Flood & snow: the impacts for you

I’m sure by now almost everyone has heard about the current severe flooding in Queensland, the North-Eastern Australian state with the capital Brisbane. Prolonged heavy rainfall over the past month or so has led to a catastrophic situation in much of the state and to the North of its bordering neighbour state, New South Wales.  This event is widely attributed to the effect of “La Niña“, a coupled ocean-atmosphere phenomenon that is the counterpart of “El Niño” which brought drought to the same areas previously.

La Niña, however, isn’t the only ecological hazard and Australia is not the only affected country. Other unusual weather patterns, such as the severe winter weather across Europe in December or masses of snow from Boston to New York and Atlanta more recently are other indicators that these events seem to increase in frequency and severity.

So what do these events mean for you as traveller? There are 3 main impacts you should be aware of:

  1. Direct flight delays
    The first and most obvious impact is that there will be more direct delays to flights. Heavier snow falls mean more frequent clearings of the runway which delays arrival and departure patterns, meaning flights can’t take-off and land in the usual cadence. This will lead to delays and in some cases cancellations.
    While airports are usually prepared for clearing snow, floods are a whole different problem. In the case of the Queensland floods some airports like Rockhampton Airport had to close all together, others like the state capital’s Brisbane Airport (IATA: BNE)  issue frequent media bulletins regarding their operational status. Make sure you check these sites before you travel and consider alternative plans.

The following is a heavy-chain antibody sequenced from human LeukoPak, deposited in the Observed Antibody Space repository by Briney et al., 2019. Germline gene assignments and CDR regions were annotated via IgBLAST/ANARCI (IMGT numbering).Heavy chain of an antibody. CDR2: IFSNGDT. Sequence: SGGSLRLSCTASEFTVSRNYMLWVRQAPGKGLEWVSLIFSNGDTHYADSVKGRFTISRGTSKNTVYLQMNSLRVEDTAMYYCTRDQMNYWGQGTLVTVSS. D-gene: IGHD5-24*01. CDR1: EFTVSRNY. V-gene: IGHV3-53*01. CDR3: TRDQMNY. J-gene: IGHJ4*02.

2. Indirect flight delays
    Often times flight delays occur even though the airport operates as normal. This can be due to the case of people having difficulties getting to the airport. Floods and rain can cause roads to be closed and are therefore making it difficult, if not impossible, for passengers reaching the airport. A “good” example, again, is Brisbane, where the airport is currently still operating as normal, but many road closures surrounding the city impact travels to and from the airport (see their media release of today). In this case, it’s suggested you check the airports website and plan your route and time accordingly. But even getting to the airport in time doesn’t mean your flight is going to leave on time. Airport workers and airline crew also have to get to the airport and if their route is impacted, it’s likely that your flight will be delayed despite of all passengers being there.
  3. Knock-on effects
    Strictly speaking, knock-on effects can be categorized as indirect flight delays, but since they are often neglected or forgotten, a separate point is probably justified (plus 3 bullet points are so much nicer than just 2 ;-)). As the word suggests, knock-0n effects are secondary effects. In the snow example this could mean that even when you fly from an area that is not impacted by say heavy snow (i.e. San Francisco), your flight can still be delayed BECAUSE of the snow elsewhere. This typically happens when the inbound aircraft receives a delay on the previous leg to/from an affected area or when crew delayed from other flights from impacted regions.
    Another fairly common knock-on effect is when your flight gets cancelled because of a delay impacting an airports’ operations curfew. Such curfews are in place in many airports in Europe (e.g. London or Zurich) and Australia (e.g. Sydney) have an operations curfew, which means they cannot operate between certain times. In a recent case flights from Melbourne to Sydney were cancelled altogether because the flight would have landed within the curfew. There’s not much you can do here other than checking if your arrival airport does have a curfew or not in order to estimate your chance of being able to fly that day altogether.

Let us know your experiences and any other tips you may have with severe weather delays. As always, LateDeparture suggests whenever you occur flight delays, stay calm, enjoy the lounge access (if you have one) or think of other creative ways of passing your time at the airport (for that, check our coverage on many airports around the world).

[Photo from Flickr – Some rights reserved by WSDOT]

  • The snow storm in Boston during the holidays just left a lot of people stranded. My family didn’t make it for the Christmas dinner but we are still thankful because they arrived safe and sound.